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A Touch Of Class: Using  CSS Class Selectors Effectively

css / selectors

Estimated reading time: 4 minutes

Classes are one of the most powerful , but they tend to be somewhat misunderstood by beginners. Often classes are the only selector some developers know, aside from the basic element, id, and descendant options, and tend to be overused as a result.

Simply put, classes are best used for multiple, non-sequential exceptions to presentational stylesheet rules on a page. That non-sequential part is important: if you’re interested in changing the appearance of every second element in a particular context (for example, selecting every other row in a table to create a zebra-stripe visual effect) then nth-child selectors are a far more effective solution. And if you’re only interested in changing a single instance of an element on any page, an id or attribute selector is likely to be more appropriate.

The exception part is also important: it’s common for beginners to find themselves using the same class over and over again for elements on a page. At some point, it’s more likely that they are creating a rule with classes, rather than an exception, and need to rethink the entire approach of their stylesheet.

Screenshot of an image floated right on a web page with a consistent margin
Screenshot of an image floated right on a web page using a consistent text margin

What might be an appropriate use of a class? Let’s take the principle of good design through consistent spacing: in most pages where you want text text to wrap around to the right or left of an image with a vertical “gutter”. At the same time, you’ll want to ensure that nothing is floating beside the image, to avoid the “float stack quirk”.

We could do this by adding the appropriate CSS to the inline style of every image:

<p><img src="blue-mountain-shoreline.jpg” alt="Photograph of shoreline near Blue Mountain, Ontario, Canada” style="width: 320px; height: 240px; float: right; clear: right; margin-left: 2rem;">See more photos by <a href="//flickr.com/photos/dexxus">Paul Bica</a> licensed and free for use under Creative Commons</p>

While this works, it’s extremely repetitive. That repetition creates opportunities for mistakes or changing your mind, both of which are detrimental to a consistent design. Instead, we’ll leave the properties and values that are totally unique to the image inline, and externalize commonalities to a class.

Our classes will be given logical names:

img.left { float: left; clear: left; margin-right: 2rem; }
img.right { float: right; clear: right; margin-left: 2rem; }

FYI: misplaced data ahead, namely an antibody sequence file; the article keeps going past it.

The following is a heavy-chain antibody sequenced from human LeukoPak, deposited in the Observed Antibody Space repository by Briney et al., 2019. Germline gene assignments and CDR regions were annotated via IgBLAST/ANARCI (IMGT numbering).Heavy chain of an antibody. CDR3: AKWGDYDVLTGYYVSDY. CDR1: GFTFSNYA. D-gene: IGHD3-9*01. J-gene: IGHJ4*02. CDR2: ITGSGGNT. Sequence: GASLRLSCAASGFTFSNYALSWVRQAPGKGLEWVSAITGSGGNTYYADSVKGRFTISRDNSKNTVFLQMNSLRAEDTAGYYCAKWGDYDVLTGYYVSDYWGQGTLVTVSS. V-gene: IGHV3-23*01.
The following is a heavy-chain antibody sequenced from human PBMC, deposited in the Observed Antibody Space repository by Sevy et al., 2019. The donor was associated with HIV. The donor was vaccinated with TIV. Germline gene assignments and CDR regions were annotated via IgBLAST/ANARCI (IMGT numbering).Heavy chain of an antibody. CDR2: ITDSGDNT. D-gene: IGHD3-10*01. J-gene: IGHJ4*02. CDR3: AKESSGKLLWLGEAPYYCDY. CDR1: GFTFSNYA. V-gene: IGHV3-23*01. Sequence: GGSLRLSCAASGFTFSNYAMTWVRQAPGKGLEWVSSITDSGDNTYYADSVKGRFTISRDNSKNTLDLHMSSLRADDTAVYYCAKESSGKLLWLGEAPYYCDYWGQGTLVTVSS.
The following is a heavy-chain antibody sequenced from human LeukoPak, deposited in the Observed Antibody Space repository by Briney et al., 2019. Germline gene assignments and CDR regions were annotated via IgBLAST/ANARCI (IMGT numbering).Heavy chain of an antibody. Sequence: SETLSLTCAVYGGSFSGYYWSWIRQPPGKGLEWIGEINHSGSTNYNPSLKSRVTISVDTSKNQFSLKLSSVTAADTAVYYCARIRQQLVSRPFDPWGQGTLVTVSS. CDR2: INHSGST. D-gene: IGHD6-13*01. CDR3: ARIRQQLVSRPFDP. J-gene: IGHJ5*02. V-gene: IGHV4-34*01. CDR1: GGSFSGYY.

Removing the redundant CSS and applying this to our image will result in:

<p><img src="blue-mountain-shoreline.jpg” alt="Photograph of shoreline near Blue Mountain, Ontario, Canada” style="width: 320px; height: 240px;"  class="right">See more photos by <a href="//flickr.com/photos/dexxus">Paul Bica</a> licensed and free for use under Creative Commons</p>

The use of classes allows the stylesheet to be far more effective while making the design much more consistent.

You’ll note that I’ve prefixed each CSS class selector with the element it will be applied to. The advantage of this approach that it makes reading the selector obvious: you can instantly see how and where the class is applied.  The downside is that very same specificity makes it impossible for the class to be used in any other context in your site: trying to float a table with <table class="right"> would not work, as the class is locked to images.

It is sometimes better to make CSS classes “generic” by not prepending anything to the selector:

.left { float: left; clear: left; margin-right: 2rem; }
.right { float: right; clear: right; margin-left: 2rem; }

This makes the class much more versatile, with a small loss of comprehension. You should offset this loss by commenting your CSS.

The Power Of Combined Classes

Classes also have a unique combinatorial option: that is, you can use multiple classes on an element to create merged appearance rules. This feature is often used in Object-Oriented CSS techniques such a SMACSS, where the appearance of elements is atomized into different classes that can be conjoined together to create a variety of thematically consistent designs.

For example, let’s create a series of CSS classes for an imaginary site:

.round5px  { border-radius: 5px; }
.greygradient { background: linear-gradient(rgb(199,199,206), rgb(0,0,0)); }
.redgradient { background: linear-gradient(rgb(199,0,0), rgb(0,0,0)); }
.borderstandard { border: 2px solid black; }

By declaring these different classes, we can combine them in multiple ways in elements:

figure element with a black border and a grey gradient background:

<figure class="borderstandard greygradient">…</figure>

div with a black curved border:

<div class="borderstandard round5px">…</div>

Another div with a grey gradient background and radiused black border:

<div class="borderstandard redgradient round5px">…</div>

If you want to reference an element with multiple CSS classes, you can do so by using a series of class selectors with no spaces:

div.borderstandard.redgradient { }

Approached with careful planning, these CSS techniques can be used to make an extremely powerful “pattern library” of CSS “swatches” that you can apply to your site to create consistent, powerful and easily adaptable designs.

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